The current research focus of The Laboratory of Translational Genetics is to discover and validate new biomarkers for early detection, prediction of disease course and outcome and treatment response in cancer, in particular breast and ovarian cancers. Each year thousands of women die from these types of cancer which may have been prevented if methods of early detection and more effective treatments were available.
The team has been studying the presence and levels of biomarkers such as microRNAs (miRNAs) in diseases. MiRNAs are small (19-25nt), noncoding RNAs that regulate gene expression post-transcriptionally by binding in the 3’ untranslated region (3’UTR) of their specific messenger RNAs and interfering with translation. They are involved in normal cellular development, differentiation and proliferation. However, dysregulation of miRNA expression can have a causal role in malignancies. The presence and expression levels of specific tissue miRNAs have been associated with different types of cancer and clinical outcome. MiRNAs are remarkably stable and are well preserved in formalin fixed, paraffin embedded tissue samples and have been detected in plasma and serum samples, making them ideal candidates for non-invasive biomarkers of disease.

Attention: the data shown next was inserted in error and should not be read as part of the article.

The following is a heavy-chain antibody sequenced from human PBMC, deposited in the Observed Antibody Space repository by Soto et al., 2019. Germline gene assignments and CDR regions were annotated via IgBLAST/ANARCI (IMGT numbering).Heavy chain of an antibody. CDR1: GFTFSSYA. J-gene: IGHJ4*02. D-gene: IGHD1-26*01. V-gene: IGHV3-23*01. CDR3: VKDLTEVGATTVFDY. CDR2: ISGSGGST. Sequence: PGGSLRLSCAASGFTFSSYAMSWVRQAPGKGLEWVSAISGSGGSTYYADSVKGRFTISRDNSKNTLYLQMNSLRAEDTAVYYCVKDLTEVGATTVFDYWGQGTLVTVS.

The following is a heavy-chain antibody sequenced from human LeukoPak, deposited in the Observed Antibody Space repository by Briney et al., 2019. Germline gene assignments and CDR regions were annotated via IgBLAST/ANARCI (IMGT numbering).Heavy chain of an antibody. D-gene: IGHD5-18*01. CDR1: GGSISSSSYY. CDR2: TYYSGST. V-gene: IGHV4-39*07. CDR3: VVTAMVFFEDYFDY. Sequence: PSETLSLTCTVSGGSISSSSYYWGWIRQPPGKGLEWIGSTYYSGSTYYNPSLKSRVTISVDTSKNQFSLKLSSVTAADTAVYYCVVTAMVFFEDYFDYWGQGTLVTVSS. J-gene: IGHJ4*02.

In 2012, over 20,000 new cases of ovarian cancer will be diagnosed and over 15,000 women will die of the disease. It is the 5th leading cause of cancer deaths in women. Only 1 in 5 women are diagnosed with early stage ovarian cancer when 5 year survival rates greater than 90% can be achieved. The majority of ovarian cancer cases are not diagnosed until it has spread to other organs at which time 5 year survival is less than 30%. Currently, ovarian cancer can only be diagnosed through invasive surgery to remove the ovaries. Less than 1 in 15 surgeries identifies cancerous ovarian tumors; the remaining surgeries remove benign ovarian cysts.